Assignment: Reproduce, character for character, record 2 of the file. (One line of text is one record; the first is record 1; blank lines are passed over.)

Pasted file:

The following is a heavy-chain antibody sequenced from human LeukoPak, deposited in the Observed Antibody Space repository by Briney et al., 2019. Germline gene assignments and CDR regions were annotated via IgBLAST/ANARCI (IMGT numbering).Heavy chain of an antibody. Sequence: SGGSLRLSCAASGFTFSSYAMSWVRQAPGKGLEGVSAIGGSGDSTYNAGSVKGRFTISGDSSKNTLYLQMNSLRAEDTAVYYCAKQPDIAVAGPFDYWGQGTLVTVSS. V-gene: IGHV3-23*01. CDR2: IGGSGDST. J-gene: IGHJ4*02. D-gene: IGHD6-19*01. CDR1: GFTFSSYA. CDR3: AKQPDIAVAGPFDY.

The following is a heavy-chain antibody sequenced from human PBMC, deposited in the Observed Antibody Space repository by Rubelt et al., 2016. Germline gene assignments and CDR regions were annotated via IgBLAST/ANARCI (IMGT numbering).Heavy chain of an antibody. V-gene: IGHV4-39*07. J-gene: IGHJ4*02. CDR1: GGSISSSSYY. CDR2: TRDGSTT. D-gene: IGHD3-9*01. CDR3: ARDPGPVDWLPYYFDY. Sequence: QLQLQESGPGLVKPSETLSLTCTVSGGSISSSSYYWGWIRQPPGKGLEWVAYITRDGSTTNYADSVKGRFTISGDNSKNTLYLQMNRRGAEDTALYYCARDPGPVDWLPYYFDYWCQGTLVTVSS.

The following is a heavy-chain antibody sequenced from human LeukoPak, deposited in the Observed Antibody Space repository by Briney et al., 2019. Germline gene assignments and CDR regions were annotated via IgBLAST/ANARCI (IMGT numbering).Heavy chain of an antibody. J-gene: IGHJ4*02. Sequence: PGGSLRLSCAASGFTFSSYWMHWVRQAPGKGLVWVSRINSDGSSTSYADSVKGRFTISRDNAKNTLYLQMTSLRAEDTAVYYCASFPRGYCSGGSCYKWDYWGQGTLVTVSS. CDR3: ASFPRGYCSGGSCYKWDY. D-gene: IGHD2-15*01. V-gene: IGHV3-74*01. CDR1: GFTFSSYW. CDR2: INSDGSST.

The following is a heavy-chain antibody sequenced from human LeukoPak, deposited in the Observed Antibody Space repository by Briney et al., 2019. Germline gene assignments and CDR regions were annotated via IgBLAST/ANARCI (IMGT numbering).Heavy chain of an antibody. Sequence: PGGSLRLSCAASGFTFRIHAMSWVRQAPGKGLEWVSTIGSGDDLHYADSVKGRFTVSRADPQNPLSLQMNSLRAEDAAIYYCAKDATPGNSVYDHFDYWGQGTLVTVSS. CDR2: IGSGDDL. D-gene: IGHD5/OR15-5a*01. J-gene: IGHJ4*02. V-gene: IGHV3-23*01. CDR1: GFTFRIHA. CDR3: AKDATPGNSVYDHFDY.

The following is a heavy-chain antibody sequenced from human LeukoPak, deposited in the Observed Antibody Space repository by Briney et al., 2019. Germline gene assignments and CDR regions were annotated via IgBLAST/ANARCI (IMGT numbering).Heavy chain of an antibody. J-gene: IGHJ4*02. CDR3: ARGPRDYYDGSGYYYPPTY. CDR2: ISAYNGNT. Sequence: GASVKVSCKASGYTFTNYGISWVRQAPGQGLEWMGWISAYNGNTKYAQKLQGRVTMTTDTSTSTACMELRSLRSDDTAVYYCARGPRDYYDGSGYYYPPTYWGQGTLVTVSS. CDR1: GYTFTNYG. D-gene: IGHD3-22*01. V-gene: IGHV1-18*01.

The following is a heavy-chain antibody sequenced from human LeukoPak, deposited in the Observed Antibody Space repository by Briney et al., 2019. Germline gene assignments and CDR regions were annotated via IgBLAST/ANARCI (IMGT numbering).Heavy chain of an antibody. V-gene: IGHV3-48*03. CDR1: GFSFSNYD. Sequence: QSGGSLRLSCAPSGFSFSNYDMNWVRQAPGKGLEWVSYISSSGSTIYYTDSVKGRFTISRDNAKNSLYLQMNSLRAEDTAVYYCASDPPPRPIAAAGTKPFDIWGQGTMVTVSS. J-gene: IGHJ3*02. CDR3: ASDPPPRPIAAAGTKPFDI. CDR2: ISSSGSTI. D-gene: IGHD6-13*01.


The following is a heavy-chain antibody sequenced from human PBMC, deposited in the Observed Antibody Space repository by Rubelt et al., 2016. Germline gene assignments and CDR regions were annotated via IgBLAST/ANARCI (IMGT numbering).Heavy chain of an antibody. V-gene: IGHV4-39*07. J-gene: IGHJ4*02. CDR1: GGSISSSSYY. CDR2: TRDGSTT. D-gene: IGHD3-9*01. CDR3: ARDPGPVDWLPYYFDY. Sequence: QLQLQESGPGLVKPSETLSLTCTVSGGSISSSSYYWGWIRQPPGKGLEWVAYITRDGSTTNYADSVKGRFTISGDNSKNTLYLQMNRRGAEDTALYYCARDPGPVDWLPYYFDYWCQGTLVTVSS.